Publication date: Aug 08, 2019
But in his new book, scientist Eric Topol argues that artificial intelligence can actually make healthcare more human.
His latest book, -Deep Medicine,” is an attempt to explain how artificial intelligence can -make health care human again. “
Topol also had interesting things to say about how people should be thinking about their diets – and a surprising take on first oatmeal and then cheesecake – and where he sees the medical industry going in the next decade or two.
TOPOL: “I had been reading this amazing work out of Israel by a fellow named Eran Segal and his colleagues at the Weizmann Institute, which is one of the top research institutes in the world, and they had uncovered, for the first time, that when we eat the exact same food, the exact same amount, the exact same time, that we have very different glucose responses.
The sugar in our blood is highly variable and then they got data on thousands of people, not just the date on their glucose and the food .. . and everything they ate, but also their sleep and their physical activity and their gut microbiome samples that were analyzed and all their labs and, you know, the whole shooting match on each person and they found that you could predict the glucose response, and it was highly individualized, which debunked the whole sense that there’s this diet, magical diet for all people.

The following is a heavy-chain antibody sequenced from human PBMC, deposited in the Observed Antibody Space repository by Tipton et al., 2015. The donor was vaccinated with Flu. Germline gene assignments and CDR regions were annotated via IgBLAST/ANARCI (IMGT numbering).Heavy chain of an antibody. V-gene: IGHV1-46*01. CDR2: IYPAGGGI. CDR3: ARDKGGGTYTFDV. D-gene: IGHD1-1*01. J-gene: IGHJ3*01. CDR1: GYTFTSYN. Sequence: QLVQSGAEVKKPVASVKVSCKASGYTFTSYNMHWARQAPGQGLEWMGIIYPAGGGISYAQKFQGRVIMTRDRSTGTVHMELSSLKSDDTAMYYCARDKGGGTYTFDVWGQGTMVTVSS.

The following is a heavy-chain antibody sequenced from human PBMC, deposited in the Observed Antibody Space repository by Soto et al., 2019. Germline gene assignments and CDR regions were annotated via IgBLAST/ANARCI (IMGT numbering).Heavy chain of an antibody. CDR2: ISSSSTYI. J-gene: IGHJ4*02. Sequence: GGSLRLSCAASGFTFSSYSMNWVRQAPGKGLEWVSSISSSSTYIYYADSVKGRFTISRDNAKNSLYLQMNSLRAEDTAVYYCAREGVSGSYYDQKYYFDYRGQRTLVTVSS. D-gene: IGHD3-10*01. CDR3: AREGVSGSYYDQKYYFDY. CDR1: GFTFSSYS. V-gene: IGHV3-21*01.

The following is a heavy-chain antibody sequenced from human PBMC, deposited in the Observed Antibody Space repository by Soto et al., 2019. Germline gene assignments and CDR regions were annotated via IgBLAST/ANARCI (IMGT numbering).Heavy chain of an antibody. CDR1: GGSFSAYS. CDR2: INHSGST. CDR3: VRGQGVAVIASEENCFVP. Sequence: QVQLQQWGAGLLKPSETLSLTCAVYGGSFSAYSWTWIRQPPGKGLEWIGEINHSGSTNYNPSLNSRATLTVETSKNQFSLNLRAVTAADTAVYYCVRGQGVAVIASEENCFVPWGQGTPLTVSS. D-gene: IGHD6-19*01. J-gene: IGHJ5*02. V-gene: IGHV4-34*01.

So I became one of the participants in the experiment, and I did two weeks of this and had a glucose sensor on and had to record everything I ate and drank and the whole thing and. ..” HAMBLIN: Did you have any expectations of what your diet would say about you?
When I see a glucose that’s supposed to be hovering around 100 even after you eat, but we go to 160, even up to 180 and I said, oh my gosh, this is bad and then I learned that some of the foods that I really like, that I thought were healthy, maybe not so healthy for me, like oatmeal, and then the foods that I didn’t eat were projected to be, you know, really good for avoiding glucose spikes, things like bratwurst and cheesecake and all these things that I would never eat.
In fact, in most of my clinics, I actually spend a good part of the time ‘de-prescribing’ because most people are taking too many drugs and they have all these interactions and side effects – no less their cost – and so if we can switch from medicines to apps and food, we’ll be better off in the long run.
HAMBLIN: Right, so the title of your latest book, “Deep Medicine: How Artificial Intelligence Can Make Healthcare Human Again,” it implies that there is some humanity missing, but how does artificial intelligence play into what you’re saying, actually getting away from keyboards, actually getting away from, you know, data entry?
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